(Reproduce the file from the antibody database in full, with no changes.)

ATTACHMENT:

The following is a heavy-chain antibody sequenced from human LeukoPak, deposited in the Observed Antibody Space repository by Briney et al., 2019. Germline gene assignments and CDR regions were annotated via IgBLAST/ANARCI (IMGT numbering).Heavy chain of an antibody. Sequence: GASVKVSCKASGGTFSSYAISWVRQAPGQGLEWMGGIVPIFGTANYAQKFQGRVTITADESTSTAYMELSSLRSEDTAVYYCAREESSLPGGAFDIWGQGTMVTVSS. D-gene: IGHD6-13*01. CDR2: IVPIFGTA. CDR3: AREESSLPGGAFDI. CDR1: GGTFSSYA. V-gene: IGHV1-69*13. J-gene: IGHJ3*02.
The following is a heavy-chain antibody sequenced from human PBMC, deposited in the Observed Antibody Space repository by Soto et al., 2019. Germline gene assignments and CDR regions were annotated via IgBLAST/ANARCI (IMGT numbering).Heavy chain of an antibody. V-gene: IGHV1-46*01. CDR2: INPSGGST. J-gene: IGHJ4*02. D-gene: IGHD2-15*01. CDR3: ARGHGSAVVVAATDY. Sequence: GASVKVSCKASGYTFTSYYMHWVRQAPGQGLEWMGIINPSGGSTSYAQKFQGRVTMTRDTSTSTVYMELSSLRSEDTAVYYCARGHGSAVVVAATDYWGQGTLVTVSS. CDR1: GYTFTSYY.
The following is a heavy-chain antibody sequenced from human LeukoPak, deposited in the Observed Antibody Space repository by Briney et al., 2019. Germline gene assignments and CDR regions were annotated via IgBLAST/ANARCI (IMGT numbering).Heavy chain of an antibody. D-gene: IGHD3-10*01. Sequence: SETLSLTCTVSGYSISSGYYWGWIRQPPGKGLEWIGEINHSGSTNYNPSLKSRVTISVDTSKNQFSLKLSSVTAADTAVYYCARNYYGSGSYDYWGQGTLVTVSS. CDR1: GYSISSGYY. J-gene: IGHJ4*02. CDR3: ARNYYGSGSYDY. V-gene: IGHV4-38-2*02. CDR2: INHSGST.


The following is a heavy-chain antibody sequenced from human LeukoPak, deposited in the Observed Antibody Space repository by Briney et al., 2019. Germline gene assignments and CDR regions were annotated via IgBLAST/ANARCI (IMGT numbering).Heavy chain of an antibody. Sequence: GASVKVSCKASGGTFSSYAISWVRQAPGQGLEWMGGIVPIFGTANYAQKFQGRVTITADESTSTAYMELSSLRSEDTAVYYCAREESSLPGGAFDIWGQGTMVTVSS. D-gene: IGHD6-13*01. CDR2: IVPIFGTA. CDR3: AREESSLPGGAFDI. CDR1: GGTFSSYA. V-gene: IGHV1-69*13. J-gene: IGHJ3*02.
The following is a heavy-chain antibody sequenced from human PBMC, deposited in the Observed Antibody Space repository by Soto et al., 2019. Germline gene assignments and CDR regions were annotated via IgBLAST/ANARCI (IMGT numbering).Heavy chain of an antibody. V-gene: IGHV1-46*01. CDR2: INPSGGST. J-gene: IGHJ4*02. D-gene: IGHD2-15*01. CDR3: ARGHGSAVVVAATDY. Sequence: GASVKVSCKASGYTFTSYYMHWVRQAPGQGLEWMGIINPSGGSTSYAQKFQGRVTMTRDTSTSTVYMELSSLRSEDTAVYYCARGHGSAVVVAATDYWGQGTLVTVSS. CDR1: GYTFTSYY.
The following is a heavy-chain antibody sequenced from human LeukoPak, deposited in the Observed Antibody Space repository by Briney et al., 2019. Germline gene assignments and CDR regions were annotated via IgBLAST/ANARCI (IMGT numbering).Heavy chain of an antibody. D-gene: IGHD3-10*01. Sequence: SETLSLTCTVSGYSISSGYYWGWIRQPPGKGLEWIGEINHSGSTNYNPSLKSRVTISVDTSKNQFSLKLSSVTAADTAVYYCARNYYGSGSYDYWGQGTLVTVSS. CDR1: GYSISSGYY. J-gene: IGHJ4*02. CDR3: ARNYYGSGSYDY. V-gene: IGHV4-38-2*02. CDR2: INHSGST.